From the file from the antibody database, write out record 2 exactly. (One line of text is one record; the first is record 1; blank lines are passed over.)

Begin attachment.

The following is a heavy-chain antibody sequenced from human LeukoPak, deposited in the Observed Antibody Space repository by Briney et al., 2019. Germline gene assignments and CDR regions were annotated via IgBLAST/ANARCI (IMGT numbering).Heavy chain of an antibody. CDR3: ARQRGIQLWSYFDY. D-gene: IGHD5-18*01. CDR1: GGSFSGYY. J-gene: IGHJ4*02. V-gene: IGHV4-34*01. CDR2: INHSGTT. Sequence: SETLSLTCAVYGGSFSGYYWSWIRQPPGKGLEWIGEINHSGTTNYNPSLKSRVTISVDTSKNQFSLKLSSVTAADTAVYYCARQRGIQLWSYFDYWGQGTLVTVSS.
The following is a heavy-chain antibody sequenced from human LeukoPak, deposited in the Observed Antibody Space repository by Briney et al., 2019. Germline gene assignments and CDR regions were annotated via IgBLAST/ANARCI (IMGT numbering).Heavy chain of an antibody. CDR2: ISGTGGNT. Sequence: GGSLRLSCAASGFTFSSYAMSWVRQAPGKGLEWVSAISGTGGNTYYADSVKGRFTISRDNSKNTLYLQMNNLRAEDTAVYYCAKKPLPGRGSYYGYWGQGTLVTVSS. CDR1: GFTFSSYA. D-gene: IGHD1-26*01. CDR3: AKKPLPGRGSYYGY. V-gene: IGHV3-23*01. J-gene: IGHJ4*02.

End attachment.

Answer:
The following is a heavy-chain antibody sequenced from human LeukoPak, deposited in the Observed Antibody Space repository by Briney et al., 2019. Germline gene assignments and CDR regions were annotated via IgBLAST/ANARCI (IMGT numbering).Heavy chain of an antibody. CDR2: ISGTGGNT. Sequence: GGSLRLSCAASGFTFSSYAMSWVRQAPGKGLEWVSAISGTGGNTYYADSVKGRFTISRDNSKNTLYLQMNNLRAEDTAVYYCAKKPLPGRGSYYGYWGQGTLVTVSS. CDR1: GFTFSSYA. D-gene: IGHD1-26*01. CDR3: AKKPLPGRGSYYGY. V-gene: IGHV3-23*01. J-gene: IGHJ4*02.